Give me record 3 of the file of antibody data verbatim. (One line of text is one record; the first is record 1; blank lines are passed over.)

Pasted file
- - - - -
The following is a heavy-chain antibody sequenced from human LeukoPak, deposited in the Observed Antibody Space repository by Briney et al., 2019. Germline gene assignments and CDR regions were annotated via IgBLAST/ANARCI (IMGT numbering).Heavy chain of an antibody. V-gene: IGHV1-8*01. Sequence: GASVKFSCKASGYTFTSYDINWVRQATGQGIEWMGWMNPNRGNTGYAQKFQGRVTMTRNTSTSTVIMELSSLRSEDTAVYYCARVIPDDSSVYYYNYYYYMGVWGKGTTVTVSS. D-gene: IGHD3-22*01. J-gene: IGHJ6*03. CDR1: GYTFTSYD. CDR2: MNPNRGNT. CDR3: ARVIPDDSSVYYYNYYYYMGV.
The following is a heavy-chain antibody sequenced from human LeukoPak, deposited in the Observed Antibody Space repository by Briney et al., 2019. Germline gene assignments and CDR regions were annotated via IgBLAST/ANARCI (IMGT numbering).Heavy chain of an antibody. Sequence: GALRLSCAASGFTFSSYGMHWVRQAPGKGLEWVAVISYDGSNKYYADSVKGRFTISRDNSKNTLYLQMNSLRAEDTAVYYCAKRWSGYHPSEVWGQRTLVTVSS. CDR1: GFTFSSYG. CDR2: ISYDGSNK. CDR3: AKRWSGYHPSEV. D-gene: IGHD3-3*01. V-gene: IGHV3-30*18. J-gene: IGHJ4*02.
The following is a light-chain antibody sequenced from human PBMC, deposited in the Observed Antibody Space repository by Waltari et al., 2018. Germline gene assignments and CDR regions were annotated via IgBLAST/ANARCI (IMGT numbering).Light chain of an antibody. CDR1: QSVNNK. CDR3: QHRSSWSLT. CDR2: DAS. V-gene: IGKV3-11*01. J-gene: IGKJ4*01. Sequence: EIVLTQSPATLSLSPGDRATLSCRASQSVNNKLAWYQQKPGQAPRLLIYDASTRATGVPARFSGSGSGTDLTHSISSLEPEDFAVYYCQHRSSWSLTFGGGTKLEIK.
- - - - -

The following is a light-chain antibody sequenced from human PBMC, deposited in the Observed Antibody Space repository by Waltari et al., 2018. Germline gene assignments and CDR regions were annotated via IgBLAST/ANARCI (IMGT numbering).Light chain of an antibody. CDR1: QSVNNK. CDR3: QHRSSWSLT. CDR2: DAS. V-gene: IGKV3-11*01. J-gene: IGKJ4*01. Sequence: EIVLTQSPATLSLSPGDRATLSCRASQSVNNKLAWYQQKPGQAPRLLIYDASTRATGVPARFSGSGSGTDLTHSISSLEPEDFAVYYCQHRSSWSLTFGGGTKLEIK.